So What If Quebec Separates?

In an astute article of today’s (April 23) National Post, “Liberal remedy to Layton is to look in the mirror,” Kelly McParland writes,

In 21 elections between 1921 and 1993, when the Liberals won it was because of Quebec. They took the overwhelming majority of Quebec seats in every winning campaign, and only once were they popular enough in the rest of the country to have won without Quebec (and even then, in 1935, it would have been iffy). The Liberal party was about keeping Quebec happy; that’s where power lay. It all changed when the Bloc Quebecois came along and stole their meal ticket. Since 1993, when the Liberals win it’s because of Ontario, yet the party has never put the effort into pleasing Ontario that it did into Quebec.

Continue reading “So What If Quebec Separates?”

The Sponsorship Scandal Still Matters

One of the very few politically  insignificant legacies of the Sponsorship Scandal is that ever since I have been of a sympathetic disposition toward the then Minister of Human Resources Development, Jane Stewart. She more than any politician — and here I include Paul Martin, who clearly was designated by the early-retiring Jean Chrétien as the bag holder — was bespattered by the ill-will which finally brought to an end what seemed the inevitability of Liberal rule in Canada.

Continue reading “The Sponsorship Scandal Still Matters”

C.D. Howe And The Three-Point Tempest

This week the election campaign delivered another manufactured controversy in which Canadians will take no interest: should the level of corporate taxes be 15%, or 18%?

Continue reading “C.D. Howe And The Three-Point Tempest”

Is Fox News Coming To Canada?

We all knew someone was going to say it, but how appropriate that it was Toronto Mayor Rob Ford and on April Fool’s day.

News networks remain an integral part of the information and communication age, bringing audiences a fair and balanced view of the world around us. The official launch of Sun News Network in Toronto is a wonderful addition of another network offering high quality and distinctive local content. We welcome you to Toronto and we wish you much success.

Continue reading “Is Fox News Coming To Canada?”

The People Versus The Minister of Nothing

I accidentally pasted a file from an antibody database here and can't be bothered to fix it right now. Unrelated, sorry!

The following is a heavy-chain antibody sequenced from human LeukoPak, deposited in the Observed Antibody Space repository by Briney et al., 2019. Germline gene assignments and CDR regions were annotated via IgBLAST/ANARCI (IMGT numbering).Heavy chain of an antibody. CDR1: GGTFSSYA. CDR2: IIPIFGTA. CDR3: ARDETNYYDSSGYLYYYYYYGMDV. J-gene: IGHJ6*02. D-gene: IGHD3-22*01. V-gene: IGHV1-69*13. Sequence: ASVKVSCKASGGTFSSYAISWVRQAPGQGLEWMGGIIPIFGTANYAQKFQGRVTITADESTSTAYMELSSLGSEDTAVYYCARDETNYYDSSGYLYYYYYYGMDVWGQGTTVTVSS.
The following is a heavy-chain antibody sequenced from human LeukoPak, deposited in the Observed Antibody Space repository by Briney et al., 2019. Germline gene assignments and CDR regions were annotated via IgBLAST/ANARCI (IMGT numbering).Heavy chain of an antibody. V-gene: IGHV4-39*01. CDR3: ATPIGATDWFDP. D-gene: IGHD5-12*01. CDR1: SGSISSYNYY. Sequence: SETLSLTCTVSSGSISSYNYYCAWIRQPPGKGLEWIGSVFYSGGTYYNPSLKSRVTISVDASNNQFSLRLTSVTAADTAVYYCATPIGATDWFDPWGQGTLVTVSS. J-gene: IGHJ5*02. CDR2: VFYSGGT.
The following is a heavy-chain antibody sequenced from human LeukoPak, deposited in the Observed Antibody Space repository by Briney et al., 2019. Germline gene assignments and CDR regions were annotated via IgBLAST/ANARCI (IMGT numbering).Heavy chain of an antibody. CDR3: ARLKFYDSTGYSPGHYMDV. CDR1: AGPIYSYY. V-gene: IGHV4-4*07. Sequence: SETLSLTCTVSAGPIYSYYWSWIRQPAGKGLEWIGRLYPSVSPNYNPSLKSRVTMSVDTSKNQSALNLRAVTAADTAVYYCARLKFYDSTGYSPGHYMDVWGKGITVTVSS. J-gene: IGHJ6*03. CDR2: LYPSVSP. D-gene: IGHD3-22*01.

This week the Toronto Star reported the story of the death and burial of Charlie Hunter, which is also the story of his parents’ thirty-seven year effort to have their son’s remains returned to their community of Peawanuck for burial.

Continue reading “The People Versus The Minister of Nothing”

Stephen Harper’s Kairos Smear Campaign

Among the most offensive character traits of the Harper Government is the indolence of its cynicism. How stupid does the current occupant of 24 Sussex Drive take us to be, and how easily lost does he suppose we will become amidst the transparent undergrowth of non-sequitur, evasion, and the changings of the subject? Quite and very, it would appear.

Continue reading “Stephen Harper’s Kairos Smear Campaign”

The Flanagan Slip


Arriving at precisely the moment the quite probable hand of Mossad has been discerned murdering Iranian scientists in, as they say, broad daylight on the streets of Tehran, Tom Flanagan’s call for the assassination of Julian Assange is remarkable only for the lathered and laboured shock with which it has been received. If you doubt there is already an ad-hoc CIA cell at some point between prophase and telophase, just in case, you haven’t been paying much attention to real-world geopolitics. Julian Assange is a wanted man, and the people by whom he is wanted have much more than Mr. Flanagan’s meagre ounces to put behind the shove. Continue reading “The Flanagan Slip”

The Klan Comes to Campbellford

Often I find that an aid to arriving at my own understanding, as well as to the task of explaining something to others, is the drawing of an analogy. Find something familiar and which one already understands from the inside, and to that compare the unfamiliar, the novel, the exotic. It works quite well, with one noteworthy exception being racism.

Give it a try. You’ll discover there is no at-hand analogy in the Euro-Canadian cupboard for the systematic oppression and mob lynching of dark-skinned persons — nothing of which may be said, “It was like that for us, too.” For this reason, white people will never really understand the trauma of racism from the inside. Now that I have established that, let us consider what transpired this past Hallowe’en at the Campbellford Royal Canadian Legion, so that we may better separate the wheat of anti-racism from the chaff of rube blundering. Continue reading “The Klan Comes to Campbellford”

Michael Ignatieff: You Can’t Have It Both Ways

Some hours ago, votes were cast upon Liberal Member of Parliament John McKay’s Bill C-300, “An Act respecting Corporate Accountability for the Activities of Mining, Oil or Gas in Developing Countries.” First introduced to the House of Commons on February 9, 2010, during the 2nd session of the 40th Parliament, and re-introduced on March 3, 2010, the bill was designed to hold Canada-based mining companies subsidized by Government accountable for human rights abuses committed abroad. The bill was defeated 140 to 134.